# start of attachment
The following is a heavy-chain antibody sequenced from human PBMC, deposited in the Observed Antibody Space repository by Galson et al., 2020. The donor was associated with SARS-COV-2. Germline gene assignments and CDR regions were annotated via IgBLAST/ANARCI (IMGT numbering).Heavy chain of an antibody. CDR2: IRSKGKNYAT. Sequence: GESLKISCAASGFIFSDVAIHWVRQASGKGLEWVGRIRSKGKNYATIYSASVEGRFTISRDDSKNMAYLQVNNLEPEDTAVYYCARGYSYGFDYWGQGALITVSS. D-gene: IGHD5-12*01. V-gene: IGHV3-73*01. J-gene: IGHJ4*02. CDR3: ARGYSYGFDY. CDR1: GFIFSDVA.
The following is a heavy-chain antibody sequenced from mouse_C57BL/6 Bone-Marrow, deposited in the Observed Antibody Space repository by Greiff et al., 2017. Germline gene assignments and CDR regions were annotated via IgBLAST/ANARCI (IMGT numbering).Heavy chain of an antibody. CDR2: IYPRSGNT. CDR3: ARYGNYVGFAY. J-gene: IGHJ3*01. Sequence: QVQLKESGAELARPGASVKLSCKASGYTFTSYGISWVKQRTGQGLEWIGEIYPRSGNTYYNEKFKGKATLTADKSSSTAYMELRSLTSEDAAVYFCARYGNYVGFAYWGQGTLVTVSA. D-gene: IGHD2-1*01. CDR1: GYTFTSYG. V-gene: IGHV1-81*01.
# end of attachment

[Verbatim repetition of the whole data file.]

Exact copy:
The following is a heavy-chain antibody sequenced from human PBMC, deposited in the Observed Antibody Space repository by Galson et al., 2020. The donor was associated with SARS-COV-2. Germline gene assignments and CDR regions were annotated via IgBLAST/ANARCI (IMGT numbering).Heavy chain of an antibody. CDR2: IRSKGKNYAT. Sequence: GESLKISCAASGFIFSDVAIHWVRQASGKGLEWVGRIRSKGKNYATIYSASVEGRFTISRDDSKNMAYLQVNNLEPEDTAVYYCARGYSYGFDYWGQGALITVSS. D-gene: IGHD5-12*01. V-gene: IGHV3-73*01. J-gene: IGHJ4*02. CDR3: ARGYSYGFDY. CDR1: GFIFSDVA.
The following is a heavy-chain antibody sequenced from mouse_C57BL/6 Bone-Marrow, deposited in the Observed Antibody Space repository by Greiff et al., 2017. Germline gene assignments and CDR regions were annotated via IgBLAST/ANARCI (IMGT numbering).Heavy chain of an antibody. CDR2: IYPRSGNT. CDR3: ARYGNYVGFAY. J-gene: IGHJ3*01. Sequence: QVQLKESGAELARPGASVKLSCKASGYTFTSYGISWVKQRTGQGLEWIGEIYPRSGNTYYNEKFKGKATLTADKSSSTAYMELRSLTSEDAAVYFCARYGNYVGFAYWGQGTLVTVSA. D-gene: IGHD2-1*01. CDR1: GYTFTSYG. V-gene: IGHV1-81*01.